Way back in the year 2000, I purchased a book, written by Norman G. Finkelstein, entitled The Holocaust Industry. Finkelstein mentioned on page 85 that his mother was “A survivor of the Warsaw Ghetto, Majdanek concentration camp and slave labor camps at Czestochowa and Skarszysko-Kamiena.” I was puzzled by this because I had visited Warsaw in October 1998 and learned that the Jews in the Warsaw Ghetto had been transported to Treblinka.
What was so special about Finkelstein’s mother that she was sent to Majdanek, instead of Treblinka? Did she first go to Treblinka and was then transferred to Majdanek, or was she sent on a special train that went toward Treblinka, and then turned south at the junction near Treblinka, and continued on to Majdanek? Finkelstein didn’t explain why she managed to survive when all the other Jews in the Warsaw Ghetto, except his parents, were killed at Treblinka.
Also on page 85, Finkelstein revealed that his mother received only $3,500 in compensation from Germany. Elsewhere in his book, Finkelstein wrote that his father had received around $100,000 from Germany before he died. He doesn’t explain why his mother was slighted.
The photo above shows a memorial which was built at the spot where the Umschlagplatz once stood, on the northern boundary of the Warsaw Ghetto. The Umschlagplatz was where the Jews in the Warsaw Ghetto had to assemble to board the trains which transported them to the death camp at Treblinka, beginning in July 1942. The daily deportations continued until Sept. 12, 1942.
According to my tour guide, the design of the Memorial is supposed to represent a freight car with the door open. This memorial is located right on the sidewalk of a very busy street; notice the trolley car tracks on the street just a few feet in front of it.
On July 22, 1942 the Warsaw Ghetto was surrounded by Ukrainian and Latvian soldiers in German SS uniforms, as the liquidation of the Ghetto began in response to an order given by Reichsführer-SS Heinrich Himmler that “the resettlement of the entire Jewish population of the General Government be carried out and completed by December 31.” The General Government was the central portion of the former country of Poland that was occupied by the Germans between 1939 and 1944.
Two days before, on July 20ieth, the Judenrat (Jewish leaders) had been ordered to prepare for the resettlement (Aussiedlung) of the “non-productive elements” to the East. The Jews in the Warsaw Ghetto were to report voluntarily to the Umschlagplatz (collection point) at the corner of Stawki and Dzika streets, near a railroad siding for the Ostbahn (Eastern Railroad), on which they would be “transported to the East” on crowded freight cars.
The old photo above shows the location of the Umschlagplatz, which was where the Memorial now stands.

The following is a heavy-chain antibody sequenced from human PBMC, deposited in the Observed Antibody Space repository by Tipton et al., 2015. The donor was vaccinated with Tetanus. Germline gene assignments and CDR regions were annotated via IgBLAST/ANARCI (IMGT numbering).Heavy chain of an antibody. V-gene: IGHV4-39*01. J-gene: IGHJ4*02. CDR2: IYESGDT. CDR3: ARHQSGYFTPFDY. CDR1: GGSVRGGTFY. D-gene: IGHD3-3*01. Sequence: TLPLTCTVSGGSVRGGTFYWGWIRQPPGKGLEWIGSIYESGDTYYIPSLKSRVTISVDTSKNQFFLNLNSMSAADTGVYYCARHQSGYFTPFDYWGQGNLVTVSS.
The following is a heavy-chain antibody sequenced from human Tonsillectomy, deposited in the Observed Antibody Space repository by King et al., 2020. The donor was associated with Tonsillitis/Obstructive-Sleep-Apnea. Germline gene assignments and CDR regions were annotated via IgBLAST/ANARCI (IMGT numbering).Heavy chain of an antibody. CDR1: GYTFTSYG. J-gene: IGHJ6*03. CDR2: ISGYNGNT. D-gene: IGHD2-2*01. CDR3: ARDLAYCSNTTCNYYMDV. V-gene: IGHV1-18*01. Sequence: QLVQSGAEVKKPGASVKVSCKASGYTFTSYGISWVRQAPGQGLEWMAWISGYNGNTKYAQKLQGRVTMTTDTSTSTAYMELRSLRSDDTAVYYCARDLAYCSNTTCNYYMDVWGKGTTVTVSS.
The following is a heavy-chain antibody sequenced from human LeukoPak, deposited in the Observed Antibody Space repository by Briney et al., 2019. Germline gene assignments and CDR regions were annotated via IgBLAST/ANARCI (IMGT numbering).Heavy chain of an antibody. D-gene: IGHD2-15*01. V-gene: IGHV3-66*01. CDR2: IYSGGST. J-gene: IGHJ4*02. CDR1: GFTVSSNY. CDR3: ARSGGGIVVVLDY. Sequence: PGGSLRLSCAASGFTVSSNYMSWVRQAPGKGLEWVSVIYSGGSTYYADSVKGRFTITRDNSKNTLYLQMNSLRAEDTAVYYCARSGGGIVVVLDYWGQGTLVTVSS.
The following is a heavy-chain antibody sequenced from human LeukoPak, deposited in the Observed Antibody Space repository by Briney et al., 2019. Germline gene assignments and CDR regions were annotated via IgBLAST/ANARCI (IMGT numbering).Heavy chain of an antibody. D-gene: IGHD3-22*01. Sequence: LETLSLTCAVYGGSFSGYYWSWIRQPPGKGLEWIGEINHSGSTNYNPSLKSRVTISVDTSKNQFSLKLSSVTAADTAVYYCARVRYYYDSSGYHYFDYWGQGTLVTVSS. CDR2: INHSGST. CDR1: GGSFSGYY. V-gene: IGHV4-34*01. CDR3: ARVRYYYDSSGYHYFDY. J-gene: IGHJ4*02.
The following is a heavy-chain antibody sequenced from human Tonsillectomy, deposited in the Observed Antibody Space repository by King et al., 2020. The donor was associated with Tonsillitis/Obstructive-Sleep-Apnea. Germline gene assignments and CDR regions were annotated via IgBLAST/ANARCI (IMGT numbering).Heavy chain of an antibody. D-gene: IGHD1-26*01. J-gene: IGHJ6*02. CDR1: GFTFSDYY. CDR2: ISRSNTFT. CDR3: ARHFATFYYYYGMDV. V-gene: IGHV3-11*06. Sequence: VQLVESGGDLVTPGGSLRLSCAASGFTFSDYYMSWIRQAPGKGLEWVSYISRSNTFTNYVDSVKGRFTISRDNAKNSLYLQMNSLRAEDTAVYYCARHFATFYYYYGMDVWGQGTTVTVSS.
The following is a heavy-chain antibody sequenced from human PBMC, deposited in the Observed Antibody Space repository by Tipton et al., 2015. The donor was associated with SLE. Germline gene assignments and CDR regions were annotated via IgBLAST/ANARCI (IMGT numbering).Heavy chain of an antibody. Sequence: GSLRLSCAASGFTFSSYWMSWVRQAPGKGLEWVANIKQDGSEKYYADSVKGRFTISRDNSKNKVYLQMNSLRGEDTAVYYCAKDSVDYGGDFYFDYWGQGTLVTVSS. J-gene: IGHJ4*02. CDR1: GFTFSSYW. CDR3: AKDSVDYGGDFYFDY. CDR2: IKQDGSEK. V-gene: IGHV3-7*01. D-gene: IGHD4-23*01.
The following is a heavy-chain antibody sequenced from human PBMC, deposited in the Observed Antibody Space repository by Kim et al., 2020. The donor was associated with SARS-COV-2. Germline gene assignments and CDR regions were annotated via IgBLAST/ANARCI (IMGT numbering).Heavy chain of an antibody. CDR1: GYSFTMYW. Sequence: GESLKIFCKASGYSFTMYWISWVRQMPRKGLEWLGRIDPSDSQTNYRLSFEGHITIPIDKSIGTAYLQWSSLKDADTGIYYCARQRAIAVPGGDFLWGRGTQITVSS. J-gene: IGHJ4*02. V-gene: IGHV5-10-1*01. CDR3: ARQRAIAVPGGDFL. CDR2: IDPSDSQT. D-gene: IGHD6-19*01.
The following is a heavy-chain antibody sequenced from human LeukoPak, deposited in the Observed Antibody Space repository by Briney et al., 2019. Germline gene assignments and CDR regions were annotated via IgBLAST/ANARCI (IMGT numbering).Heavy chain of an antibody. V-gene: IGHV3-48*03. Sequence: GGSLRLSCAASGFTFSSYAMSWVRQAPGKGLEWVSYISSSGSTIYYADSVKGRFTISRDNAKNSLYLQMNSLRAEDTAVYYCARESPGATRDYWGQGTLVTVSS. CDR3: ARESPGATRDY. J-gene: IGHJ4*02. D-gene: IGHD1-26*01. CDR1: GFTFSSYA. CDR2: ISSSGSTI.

According to Raul Hilberg in his book, The Destruction of the European Jews, “As soon as the order was posted, a mad rush started for working cards. Many forgings took place and in the ghetto, everyone from top to bottom was frantic.” A similar scene is depicted in the movie, Schindler’s List, when a Jewish professor in Krakow suddenly becomes an experienced metal worker with forged papers, aged by tea stains.
Did Finkelstein’s mother have some special skill that made her too valuable to kill? Did she forge some papers which showed that she was an experienced worker?
The chairman of the Warsaw Jewish Council, Adam Czerniakow, was ordered by the Nazis to deliver 6,000 Jews per day, seven days a week, to the Umschlagplatz for deportation to Treblinka on the Bug river near the eastern border of German occupied Poland. A day later, the number was increased to 7,000 per day. Rather than cooperate with the Nazis, Czerniakow committed suicide on July 23rd, the first day that Jews were assembled ready for deportation.
After I took this photo and returned to my tour guide’s car, she pointed out that two men immediately went inside the Memorial. She said that they were Israeli guards who were checking to see if I had defaced the Memorial with a swastika. Actually, there was a swastika, already painted on the wall inside the Memorial. I was worried that I would be accused of painting this swastika, and that I might be hunted down and killed by the Israelis.
After Poland was conquered, following the joint invasion by the Germans and the Soviet Union in September 1939, the Polish Army escaped to Romania and the Polish leaders set up a government in exile in London. The Polish soldiers continued to fight underground as partisans in the Polish Home Army.
Raul Hilberg wrote the following in his book, The Destruction of the European Jews: